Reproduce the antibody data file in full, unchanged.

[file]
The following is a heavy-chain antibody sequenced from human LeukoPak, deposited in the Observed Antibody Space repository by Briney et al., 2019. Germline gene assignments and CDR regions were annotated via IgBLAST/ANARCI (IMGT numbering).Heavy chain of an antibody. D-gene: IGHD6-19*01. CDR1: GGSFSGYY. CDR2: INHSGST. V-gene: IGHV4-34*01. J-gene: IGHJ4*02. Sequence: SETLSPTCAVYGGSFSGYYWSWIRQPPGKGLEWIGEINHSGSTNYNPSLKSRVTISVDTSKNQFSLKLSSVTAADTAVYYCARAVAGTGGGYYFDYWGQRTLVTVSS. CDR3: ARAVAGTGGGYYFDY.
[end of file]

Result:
The following is a heavy-chain antibody sequenced from human LeukoPak, deposited in the Observed Antibody Space repository by Briney et al., 2019. Germline gene assignments and CDR regions were annotated via IgBLAST/ANARCI (IMGT numbering).Heavy chain of an antibody. D-gene: IGHD6-19*01. CDR1: GGSFSGYY. CDR2: INHSGST. V-gene: IGHV4-34*01. J-gene: IGHJ4*02. Sequence: SETLSPTCAVYGGSFSGYYWSWIRQPPGKGLEWIGEINHSGSTNYNPSLKSRVTISVDTSKNQFSLKLSSVTAADTAVYYCARAVAGTGGGYYFDYWGQRTLVTVSS. CDR3: ARAVAGTGGGYYFDY.